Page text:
Sowing the Seeds of Agricultural Biotechnology

According to Yield10 Bioscience, plant metabolism can be altered to enhance photosynthetic efficiency and carbon utilization, leading to better harvests

0
This image, which was captured by a drone, shows Yield10 Bioscience’s Field Test Program, which is designed to evaluate several novel traits in Camelina and canola.

Even as agricultural biotechnology (agbiotech) becomes more refined, it becomes more powerful. For example, relatively crude techniques such as transgenics are being supplanted by genome editing. Where transgenics blasts one organism’s genes into another organism’s genome, genome editing proceeds more delicately, altering a cell’s DNA directly. Genome editing can even be used to patiently reconfigure an organism’s metabolic networks, systematically improving crop quality while boosting yields.

Agbiotech’s movement toward genome editing cannot happen too quickly. According to a United Nations report issued in 2019, the world’s population is expected to grow from 7.7 billion to 9.7 billion by 2050. Moreover, the growing population will require an increase in farm production of 70% overall—and up to 100% in developing countries. This increase will have to occur despite adverse circumstances, which include challenges due to climate change, such as increasingly constrained and unreliable water resources.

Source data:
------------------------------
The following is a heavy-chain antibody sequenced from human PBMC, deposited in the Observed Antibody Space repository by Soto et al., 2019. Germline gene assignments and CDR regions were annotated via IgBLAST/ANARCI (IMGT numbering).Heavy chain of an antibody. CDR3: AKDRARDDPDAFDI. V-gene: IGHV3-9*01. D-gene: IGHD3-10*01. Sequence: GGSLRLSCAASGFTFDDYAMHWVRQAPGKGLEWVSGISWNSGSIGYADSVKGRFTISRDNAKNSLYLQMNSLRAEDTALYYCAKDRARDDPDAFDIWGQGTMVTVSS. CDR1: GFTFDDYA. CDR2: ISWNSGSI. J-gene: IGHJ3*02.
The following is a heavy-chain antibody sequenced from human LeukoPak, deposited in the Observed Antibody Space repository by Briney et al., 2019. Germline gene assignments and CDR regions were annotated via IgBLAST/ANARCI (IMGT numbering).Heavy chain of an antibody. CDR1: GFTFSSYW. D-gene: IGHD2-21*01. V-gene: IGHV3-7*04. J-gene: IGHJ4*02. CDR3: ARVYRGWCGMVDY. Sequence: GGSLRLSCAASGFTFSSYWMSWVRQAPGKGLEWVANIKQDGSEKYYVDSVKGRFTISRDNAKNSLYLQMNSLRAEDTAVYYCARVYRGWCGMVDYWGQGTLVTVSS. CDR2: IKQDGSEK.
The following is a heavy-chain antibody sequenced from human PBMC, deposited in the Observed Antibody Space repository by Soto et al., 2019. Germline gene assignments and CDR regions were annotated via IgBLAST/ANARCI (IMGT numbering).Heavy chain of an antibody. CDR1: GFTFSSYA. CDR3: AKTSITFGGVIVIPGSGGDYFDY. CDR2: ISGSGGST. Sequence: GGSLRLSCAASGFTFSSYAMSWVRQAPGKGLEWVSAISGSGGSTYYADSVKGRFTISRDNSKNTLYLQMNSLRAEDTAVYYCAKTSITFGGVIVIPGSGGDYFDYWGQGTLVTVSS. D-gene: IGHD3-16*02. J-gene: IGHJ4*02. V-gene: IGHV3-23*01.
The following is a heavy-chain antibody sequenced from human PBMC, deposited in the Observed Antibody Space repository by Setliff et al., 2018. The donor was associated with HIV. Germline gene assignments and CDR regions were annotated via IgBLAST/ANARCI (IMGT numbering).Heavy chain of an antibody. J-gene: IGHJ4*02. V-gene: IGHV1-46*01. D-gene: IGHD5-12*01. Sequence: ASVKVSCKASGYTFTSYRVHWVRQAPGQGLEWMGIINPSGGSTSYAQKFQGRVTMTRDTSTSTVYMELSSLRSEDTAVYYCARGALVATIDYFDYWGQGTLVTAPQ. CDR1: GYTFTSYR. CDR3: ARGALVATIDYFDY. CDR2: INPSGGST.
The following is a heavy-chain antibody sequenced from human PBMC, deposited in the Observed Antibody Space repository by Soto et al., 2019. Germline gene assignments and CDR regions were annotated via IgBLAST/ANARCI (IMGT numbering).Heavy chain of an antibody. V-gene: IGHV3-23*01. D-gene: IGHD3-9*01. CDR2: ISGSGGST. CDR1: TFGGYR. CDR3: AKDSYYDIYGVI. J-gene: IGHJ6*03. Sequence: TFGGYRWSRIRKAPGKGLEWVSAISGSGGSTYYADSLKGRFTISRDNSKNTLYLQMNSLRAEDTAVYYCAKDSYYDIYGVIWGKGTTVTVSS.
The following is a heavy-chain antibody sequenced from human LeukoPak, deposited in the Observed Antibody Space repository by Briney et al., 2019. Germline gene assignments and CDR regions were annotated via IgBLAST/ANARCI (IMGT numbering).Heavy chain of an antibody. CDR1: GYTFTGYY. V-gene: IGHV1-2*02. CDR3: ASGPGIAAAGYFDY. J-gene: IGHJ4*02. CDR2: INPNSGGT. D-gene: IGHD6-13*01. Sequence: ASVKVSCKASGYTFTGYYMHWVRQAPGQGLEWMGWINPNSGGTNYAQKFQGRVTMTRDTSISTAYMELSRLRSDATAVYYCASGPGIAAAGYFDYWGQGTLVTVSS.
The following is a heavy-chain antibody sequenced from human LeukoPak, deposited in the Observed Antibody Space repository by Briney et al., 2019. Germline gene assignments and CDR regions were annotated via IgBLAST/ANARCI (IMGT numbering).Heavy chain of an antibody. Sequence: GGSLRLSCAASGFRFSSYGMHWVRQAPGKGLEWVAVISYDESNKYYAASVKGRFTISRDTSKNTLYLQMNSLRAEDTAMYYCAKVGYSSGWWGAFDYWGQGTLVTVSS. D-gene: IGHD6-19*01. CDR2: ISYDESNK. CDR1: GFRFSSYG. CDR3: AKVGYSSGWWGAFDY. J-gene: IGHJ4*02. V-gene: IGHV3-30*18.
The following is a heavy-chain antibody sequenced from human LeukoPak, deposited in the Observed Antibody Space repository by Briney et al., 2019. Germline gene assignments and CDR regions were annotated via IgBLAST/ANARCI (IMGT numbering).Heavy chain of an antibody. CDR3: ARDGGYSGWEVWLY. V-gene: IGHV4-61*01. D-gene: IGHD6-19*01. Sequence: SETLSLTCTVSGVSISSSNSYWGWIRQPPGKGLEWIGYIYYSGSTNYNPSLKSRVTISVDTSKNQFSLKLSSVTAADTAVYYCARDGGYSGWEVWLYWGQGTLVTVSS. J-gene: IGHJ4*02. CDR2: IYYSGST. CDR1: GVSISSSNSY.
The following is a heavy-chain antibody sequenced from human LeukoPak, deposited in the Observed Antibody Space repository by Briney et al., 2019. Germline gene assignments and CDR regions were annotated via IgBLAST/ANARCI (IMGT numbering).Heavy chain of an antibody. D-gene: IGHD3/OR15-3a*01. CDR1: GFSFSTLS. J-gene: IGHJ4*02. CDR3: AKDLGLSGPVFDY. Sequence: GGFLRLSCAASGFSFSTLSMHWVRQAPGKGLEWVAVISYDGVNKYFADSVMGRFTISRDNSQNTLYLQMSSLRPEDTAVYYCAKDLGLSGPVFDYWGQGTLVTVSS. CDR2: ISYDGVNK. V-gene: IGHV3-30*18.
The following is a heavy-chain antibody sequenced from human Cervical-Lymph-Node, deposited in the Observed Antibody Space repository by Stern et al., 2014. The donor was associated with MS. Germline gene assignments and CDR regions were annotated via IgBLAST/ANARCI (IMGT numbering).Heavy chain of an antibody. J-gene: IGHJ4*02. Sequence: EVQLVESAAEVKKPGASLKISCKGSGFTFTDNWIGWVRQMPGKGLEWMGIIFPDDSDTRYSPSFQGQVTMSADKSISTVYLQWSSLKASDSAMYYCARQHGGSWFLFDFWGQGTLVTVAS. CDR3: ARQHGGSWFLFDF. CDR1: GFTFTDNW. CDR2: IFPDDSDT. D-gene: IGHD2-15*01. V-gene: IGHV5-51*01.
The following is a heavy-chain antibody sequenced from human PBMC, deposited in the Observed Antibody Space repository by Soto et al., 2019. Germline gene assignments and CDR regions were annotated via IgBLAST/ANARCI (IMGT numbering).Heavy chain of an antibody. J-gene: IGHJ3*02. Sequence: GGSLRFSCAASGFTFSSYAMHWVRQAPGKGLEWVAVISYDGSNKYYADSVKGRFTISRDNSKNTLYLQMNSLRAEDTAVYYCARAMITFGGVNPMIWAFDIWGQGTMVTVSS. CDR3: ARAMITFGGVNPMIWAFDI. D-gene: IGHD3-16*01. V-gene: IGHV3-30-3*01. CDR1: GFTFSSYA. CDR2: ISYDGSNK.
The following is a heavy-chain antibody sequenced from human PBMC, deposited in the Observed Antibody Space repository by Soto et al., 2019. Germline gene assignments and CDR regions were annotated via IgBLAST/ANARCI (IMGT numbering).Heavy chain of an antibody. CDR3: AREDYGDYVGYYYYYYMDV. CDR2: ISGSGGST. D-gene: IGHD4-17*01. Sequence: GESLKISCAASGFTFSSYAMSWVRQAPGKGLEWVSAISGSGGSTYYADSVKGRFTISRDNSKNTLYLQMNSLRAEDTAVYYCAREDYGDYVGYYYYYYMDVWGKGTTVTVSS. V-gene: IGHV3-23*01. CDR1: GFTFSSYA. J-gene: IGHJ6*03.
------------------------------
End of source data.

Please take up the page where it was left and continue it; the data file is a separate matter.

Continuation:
To present to our readers a timely take on agbiotech, GEN spoke with two experts who represent Yield10 Bioscience, an agricultural bioscience company that is working to improve crop yields and enhance sustainable global food security. The scientists are Oliver P. Peoples, PhD, the company’s CEO, and Kristi Snell, PhD, the company’s CSO.

 

GEN: What is the current state of the agbiotech  sector? What makes the agbiotech sector so promising?

Oliver P. Peoples, PhD
Oliver P. Peoples, PhD, CEO

Peoples: The agbiotech sector is poised for tremendous growth as a result of multiple drivers. Probably first and foremost, we need to increase the sustainable production of food and feed to meet population growth and increased demand for protein. We also have global warming resulting in increased disease and pest pressure and the increasingly variable and unpredictable weather patterns impacting food production.